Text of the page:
Byron Gariepy is honored, with John Koonce in recognition for "devising, promoting, and obtaining the production of the first array processor for seismic data processing."
Biography Citation for the Reginald Fessenden Award
Contributed by Jack Sisko
The SEG Honors and Awards Committee selected Byron Gariepy for this honor in recognition of Byron's "pioneer work, along with John Koonce, in devising, promoting, and obtaining the production of the first array processor. The development of this multiprogrammable, floating-point, vector processor has provided the means to cope with the ever increasing large data volumes and sophisticated techniques of seismic processing."
While this award is well deserved, Byron would never have described the development this seriously, nor would he accept this credit without recognizing the significant contributions others made in clarifying the concepts and providing the motivation to persevere in obtaining the support necessary from IBM to produce the IBM 2938 array processor. Some may dispute the fact that this recognition can be accorded to particular individuals because others undoubtedly realized the need and searched for solutions. The key element is that this was the first floating-point array processor that was marketed. As Carl Savit stated, "If the Koonce/Gariepy development was anticipated by someone else, that anticipation must have remained locked away in company files because it certainly did not appear in public or on the market."
Byron graduated from Northwestern University, Evanston, Illinois in 1959 with a B.Sc. in geology. Showing his versatility at an early stage, he eschewed geology, and began his career as a geophysicist with Marathon Oil from 1959 to 1965. During this period, Marathon contracted one of the first commercial seismic digital surveys. This was exciting stuff! \Byron decided that going to work for a computer vendor was the best way to get into the action. Byron had a choice between IBM and CDC. IBM won because Shreveport was warm and Chippewa Falls was not . . . and there was an opportunity for Byron to be assigned as a systems engineer for Western Geophysical's Shreveport processing center. At this time, the lead IBM albeit in fixed point; Roy Lindseth of CDP who brought up inversion (acoustic impedance) as an important future; and Carl Savit of Western who, when referring to binary gain recording, asked "Why pseudo floating point when real floating point would be the right solution?"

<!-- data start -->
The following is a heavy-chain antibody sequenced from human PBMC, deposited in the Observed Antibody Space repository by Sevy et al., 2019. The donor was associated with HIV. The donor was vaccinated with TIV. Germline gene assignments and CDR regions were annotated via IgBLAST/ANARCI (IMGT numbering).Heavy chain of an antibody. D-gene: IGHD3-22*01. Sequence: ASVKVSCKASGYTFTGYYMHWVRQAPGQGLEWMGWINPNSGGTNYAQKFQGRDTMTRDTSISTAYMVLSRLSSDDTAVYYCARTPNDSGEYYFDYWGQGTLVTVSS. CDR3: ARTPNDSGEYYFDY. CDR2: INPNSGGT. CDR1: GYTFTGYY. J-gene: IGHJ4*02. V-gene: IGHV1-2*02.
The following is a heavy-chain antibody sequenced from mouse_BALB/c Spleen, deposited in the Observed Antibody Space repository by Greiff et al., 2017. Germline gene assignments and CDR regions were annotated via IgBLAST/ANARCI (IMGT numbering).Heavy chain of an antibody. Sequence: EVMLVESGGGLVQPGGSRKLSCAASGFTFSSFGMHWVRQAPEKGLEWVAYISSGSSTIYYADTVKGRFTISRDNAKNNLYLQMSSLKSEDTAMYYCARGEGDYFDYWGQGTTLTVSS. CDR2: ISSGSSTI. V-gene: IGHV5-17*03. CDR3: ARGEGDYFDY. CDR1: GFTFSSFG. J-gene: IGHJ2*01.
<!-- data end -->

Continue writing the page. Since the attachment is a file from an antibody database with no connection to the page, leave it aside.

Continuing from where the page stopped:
Byron took on the challenge of coalescing these ideas and persuading IBM to put a unit into production for processing seismic data a data type that most senior executives had never heard of and were unable to spell. For this feat Byron won the IBM Oustanding Contribution award in 1967.
Following this, Byron continues to display his propensity for undertaking unusual challenges. He established and managed IBM's International Petroleum Exploration Center from 1970 through 1972. This was IBM's first international technical support center. He then became IBM's technical support manager for the USSR. He jokes that his primary accomplishment in this period was meeting Tania, his Australian wife-to-be, in Moscow. In 1974, Byron left IBM to become an independent consultant and spent the next few years in Indonesia. In 1981 he moved to Australia and, performing another unusual feat, was able to rejoin IBM. Today he is a systems engineer in the Australian Advanced Systems Center in Melbourne with responsibility for vector processing and expert systems.
Throughout his career Byron has been noted for his unique sense of humor a trait that has made receiving correspondence from Byron a delight and has cast a new perspective on many previously baffling problems. What a distinct pleasure it was for me, throughout the years, to have had the privilege of working with Byron Gariepy and to have witnessed his contributions to the geophysical industry.